The next chief of the Honolulu Police Department will be chosen by a group of volunteer police commissioners who have wide latitude in their recruitment and hiring decisions.

There are few restrictions in the law about who the Honolulu Police Commission can hire and how it selects that person, according to Duane Pang, a lawyer in the city Corporation Counsel’s office who briefed commissioners on Monday.

“All of this process is strictly up to you,” Pang said.

Honolulu Police Commissioner Carrie Okinaga.
Honolulu Police Commissioner Carrie Okinaga will have a hand in hiring the next police chief. Cory Lum/Civil Beat

If commissioners want to follow in the footsteps of their predecessors, they may work with the Department of Human Resources to craft a job description and hire a consultant to narrow applicants to a list of finalists, Pang said.

Monday’s meeting was scheduled after Police Chief Susan Ballard announced she would be retiring effective June 1. Her decision followed a tough performance review by the commission, which tried to put her on a performance improvement plan.

“We thought it was important to initiate conversation as to next steps with respect to Chief Ballard’s announcement,” Commission Chair Shannon Alivado said.

Ballard was not present at the meeting.

Most of the commission’s discussion on Monday was conducted behind closed doors in executive session. However, Pang laid out the commission’s options during the public portion.

He said the Departments of Human Resources and Budget and Fiscal Services could help commissioners hire a consultant if they so choose.

Honolulu Corporation Counsel attorney Duane Pang explained the process of hiring a new police chief. Screenshot: Webex, Honolulu Police Commission

Human Resources would post an announcement including minimum qualifications, he said. That includes a city charter requirement that the chief has five years of law enforcement experience, three of which must be in an administrative capacity.

Previously, the job listing has also required a bachelor’s degree and one year of residency in Hawaii, Pang said.

In the past, a consultant helped prepare a written examination, coordinated psychological profile examinations and oversaw an “assessment center” – a group of three civilians and one mainland police chief of the commission’s choosing that interviews all qualified applicants, ranks them and shares its findings with commissioners.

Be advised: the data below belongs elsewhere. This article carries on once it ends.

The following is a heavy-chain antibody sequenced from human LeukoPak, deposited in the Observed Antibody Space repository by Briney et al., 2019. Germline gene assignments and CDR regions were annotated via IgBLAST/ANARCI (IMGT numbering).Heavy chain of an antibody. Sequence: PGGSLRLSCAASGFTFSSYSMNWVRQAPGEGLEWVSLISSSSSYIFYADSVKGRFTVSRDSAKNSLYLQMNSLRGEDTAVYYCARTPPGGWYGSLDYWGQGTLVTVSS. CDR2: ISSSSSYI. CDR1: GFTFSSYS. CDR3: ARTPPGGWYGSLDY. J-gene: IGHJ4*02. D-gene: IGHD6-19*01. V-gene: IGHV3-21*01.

The commission can limit the number of applicants who are interviewed, Pang said, noting in the past that it has been around a dozen.

“It’s your choice, and you will work with the consultant to determine where the cutoff is,” he said.

Commissioners would then interview finalists themselves and make a selection, Pang said. He noted that a medical exam is also required for all city employees and officers.

The last time the commission hired a police chief, the job opened up in March of 2017 with Louis Kealoha’s departure and Ballard started on Nov. 1, Pang said. The last hiring announcement was posted for 20 days, Pang said.

“That’s the kind of period you’re looking at,” he said. “It could be shorter if you want to cut certain things out.”

One of the people with hiring power has yet to be appointed. The commission currently has an open seat.

The Honolulu Police Commission is set to gain a seventh member, although it’s unclear who and when. Christina Jedra/Civil Beat/2021

Mayor Rick Blangiardi had appointed former Honolulu police officer Ben Mahi, but Mahi backed out of the City Council confirmation process last week amid criticism that his background and relationship with a current officer would pose a conflict of interest.

The mayor hasn’t announced a replacement yet, but his pick could have significant influence over the choice of the next chief.

Blangiardi – who, as a candidate, was endorsed by the police union – has stated his desire to have a “very big say” in the hiring process.

“This is a critical hire,” he told the Honolulu Star-Advertiser. “I would want to cast as wide a net as possible, but my preference is to hire from within (the department).”

Once Ballard leaves in June, it’s unclear who will be in charge at HPD.

“In the past, you’d recognize the department’s chain of command,” Pang said. “So, generally, the No. 2 steps in, but you know, that’s always your call.”

That second in command would be Deputy Chief John McCarthy, who sources say has been sidelined by Ballard and has been using paid time off for weeks.

Alivado said on Monday that the commission will explore its options for appointing an interim chief, but members did not mention any names.

Support Civil Beat during the season of giving.

As a small nonprofit newsroom, our mission is powered by readers like you. But did you know that less than 1% of readers donate to Civil Beat?

Give today and support local journalism that helps to inform, empower and connect.

About the Author